i also think that once these people get past a certain age and get a paying nine-to-five job, a half decent fuck, a pretty house (similar to others in the neighborhood), a vehicle, and a kid or two, they will forget all about the cause, except as rather exaggerated anecdote material when they had a glass or two and an occasional check when they can spare the cash. imo that is as it should be.

as i said i may be wrong and may be doing them 'an injustice' by belittling their causes and beliefs when fancy takes me, but that's just me. as a thoroughly selfish person, who believe that nothing is greater than self, i cannot and will not spare any such 'unselfishness' to thrive or let it interfere with my freedom to potentially do anything i wish, even by word.

to do so will simply be dishonest. dishonesty to oneself is the greatest and probably only crime in my book.

apologies to shades of shakespeare and richard the third. richard actually died heroically, defending his crown from a pretender with a flimsy claim; leading what was probably the last such charge of the heavily armored medieval knights after most of his army had deserted him. elisabeth the first, that pretender's granddaughter, was in throne when shakespeare wrote the play.

Wednesday, February 08, 2006

prophet toon

luckily, sri lankan muslims had the sense not to go overboard due to the cartoon controversy that seems to dominate international news.

those who have no clue about the whole dispute, which has already cost several lives, see the wikipedia article. it includes background and detailed descriptions of the cartoons.

here is the original danish article and image.
here is a reusable low resolution image of the cartoons from wikipedia.

i would have published good copies of the cartoons here(in spite of being personally offended by images), if there were no copyright issues.

why? because imo nobody has a right to curtail freedom of expression.

if you do not like what is being expressed by someone else, by all means give expression to your own dissatisfaction. hold protests, burn papers, and dummies, and use whatever other methods that suits you, but take care you do not kill, harm, or damage, other people or their property. if you do, you are a criminal and an idiot. it is unfortunate that lot of people are proving themselves to be such.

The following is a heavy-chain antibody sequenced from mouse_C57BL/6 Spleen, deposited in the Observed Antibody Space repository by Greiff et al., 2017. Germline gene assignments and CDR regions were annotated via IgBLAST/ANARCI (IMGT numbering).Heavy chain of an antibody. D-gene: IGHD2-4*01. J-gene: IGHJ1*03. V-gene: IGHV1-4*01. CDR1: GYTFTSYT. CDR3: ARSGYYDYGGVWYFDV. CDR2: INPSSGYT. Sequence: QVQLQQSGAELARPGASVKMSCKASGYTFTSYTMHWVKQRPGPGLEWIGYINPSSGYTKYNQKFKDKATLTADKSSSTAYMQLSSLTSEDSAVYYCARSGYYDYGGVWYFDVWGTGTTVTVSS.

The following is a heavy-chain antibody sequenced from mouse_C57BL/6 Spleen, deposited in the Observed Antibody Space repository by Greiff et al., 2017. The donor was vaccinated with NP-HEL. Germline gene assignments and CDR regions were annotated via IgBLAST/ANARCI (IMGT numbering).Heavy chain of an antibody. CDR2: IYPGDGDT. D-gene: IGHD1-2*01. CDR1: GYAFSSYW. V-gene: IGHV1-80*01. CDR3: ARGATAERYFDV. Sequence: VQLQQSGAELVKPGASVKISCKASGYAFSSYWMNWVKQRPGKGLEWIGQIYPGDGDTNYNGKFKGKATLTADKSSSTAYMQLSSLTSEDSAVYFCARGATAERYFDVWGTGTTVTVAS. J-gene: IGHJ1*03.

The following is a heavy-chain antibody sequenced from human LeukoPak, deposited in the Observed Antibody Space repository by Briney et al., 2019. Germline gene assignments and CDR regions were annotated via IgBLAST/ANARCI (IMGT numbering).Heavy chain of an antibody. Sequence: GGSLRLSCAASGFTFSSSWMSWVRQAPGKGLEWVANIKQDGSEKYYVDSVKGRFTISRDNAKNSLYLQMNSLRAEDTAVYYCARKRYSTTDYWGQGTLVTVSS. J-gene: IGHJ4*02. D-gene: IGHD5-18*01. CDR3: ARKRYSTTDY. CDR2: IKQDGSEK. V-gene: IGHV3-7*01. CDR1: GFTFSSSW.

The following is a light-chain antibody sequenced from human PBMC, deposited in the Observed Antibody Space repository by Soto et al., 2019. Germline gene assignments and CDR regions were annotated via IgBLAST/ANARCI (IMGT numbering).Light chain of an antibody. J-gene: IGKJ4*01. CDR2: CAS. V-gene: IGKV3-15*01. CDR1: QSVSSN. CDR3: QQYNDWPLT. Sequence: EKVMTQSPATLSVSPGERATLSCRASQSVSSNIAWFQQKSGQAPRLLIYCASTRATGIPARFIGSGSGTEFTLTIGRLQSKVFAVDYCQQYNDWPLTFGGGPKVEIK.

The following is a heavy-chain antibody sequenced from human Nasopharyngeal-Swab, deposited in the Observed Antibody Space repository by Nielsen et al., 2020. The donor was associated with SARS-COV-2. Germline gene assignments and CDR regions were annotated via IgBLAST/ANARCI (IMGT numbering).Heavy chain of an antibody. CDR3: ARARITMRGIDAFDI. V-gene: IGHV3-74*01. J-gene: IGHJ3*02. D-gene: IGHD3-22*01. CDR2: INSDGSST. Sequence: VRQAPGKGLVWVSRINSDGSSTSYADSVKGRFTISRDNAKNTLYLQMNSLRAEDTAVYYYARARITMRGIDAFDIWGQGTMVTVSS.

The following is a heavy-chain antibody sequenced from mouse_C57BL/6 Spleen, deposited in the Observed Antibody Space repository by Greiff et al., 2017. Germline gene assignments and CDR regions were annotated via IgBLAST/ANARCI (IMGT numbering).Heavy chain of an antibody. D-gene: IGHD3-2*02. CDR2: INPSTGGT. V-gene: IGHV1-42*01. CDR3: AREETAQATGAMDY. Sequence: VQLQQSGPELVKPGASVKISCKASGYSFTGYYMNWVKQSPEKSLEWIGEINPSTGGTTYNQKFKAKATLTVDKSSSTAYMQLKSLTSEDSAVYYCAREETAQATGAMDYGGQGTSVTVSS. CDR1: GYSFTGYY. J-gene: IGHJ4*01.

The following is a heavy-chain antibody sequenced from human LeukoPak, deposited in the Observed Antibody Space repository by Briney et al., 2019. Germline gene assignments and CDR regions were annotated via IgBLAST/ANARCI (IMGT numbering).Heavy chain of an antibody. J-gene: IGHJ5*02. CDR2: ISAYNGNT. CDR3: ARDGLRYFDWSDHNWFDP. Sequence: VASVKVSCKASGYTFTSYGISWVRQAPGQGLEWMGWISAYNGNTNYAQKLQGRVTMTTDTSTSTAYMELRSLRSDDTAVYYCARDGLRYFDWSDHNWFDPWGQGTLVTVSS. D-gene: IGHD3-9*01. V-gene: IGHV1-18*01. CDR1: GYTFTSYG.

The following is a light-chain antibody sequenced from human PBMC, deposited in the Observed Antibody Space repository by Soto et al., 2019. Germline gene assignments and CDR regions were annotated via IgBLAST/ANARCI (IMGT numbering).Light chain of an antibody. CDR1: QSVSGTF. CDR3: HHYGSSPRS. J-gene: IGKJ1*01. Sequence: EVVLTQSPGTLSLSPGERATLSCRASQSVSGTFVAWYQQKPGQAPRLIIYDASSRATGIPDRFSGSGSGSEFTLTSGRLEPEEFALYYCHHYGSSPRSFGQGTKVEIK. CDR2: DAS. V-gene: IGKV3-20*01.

this kind of pathetic hysteria however is not limited muslims. followers of all religions fall victim to this malady. christians, jews, hindus, buddhists, and marxists, all have given enough evidence to show them to be irrational madmen one time or other. how can we forget jhu protests against some american film or other (i have even forgotten name of the film). well we now know how intelligent jhu monks are, and who their real fellow-travelers are.

it is curious and indicative that most media in english speaking countries (us and uk especially), chickened out and either did not publish or published only blurred images. however we already know what to think of american 'liberal' media (including cnn) and their very biased coverage of all news. after all they think toothless jokes at the expense of easy targets as in jon stewart's daily show deserving of awards.

european media especially print media were courageous and correct to reprint the cartoons. now, if they can get enough courage to defy legal or implied bans on poking fun at jewish holocaust sometime in the future, as a result of this, all the better. let me make it clear, i will find that personally offensive, but people have a right to do that, and i completely support that right whether it is legal or not. reportedly a tehran newspaper is starting a holocaust cartoon competition imo that is way better than burning embassies.

governments everywhere were predictably late to give even conditional support to freedom of expression. well what do you expect, they are governments, by nature opposed to all freedoms.

it would be interesting to know what sri lankan bloggers think of the issue. would they support unconditional freedom of expression? or if not, why?

Sunday, February 05, 2006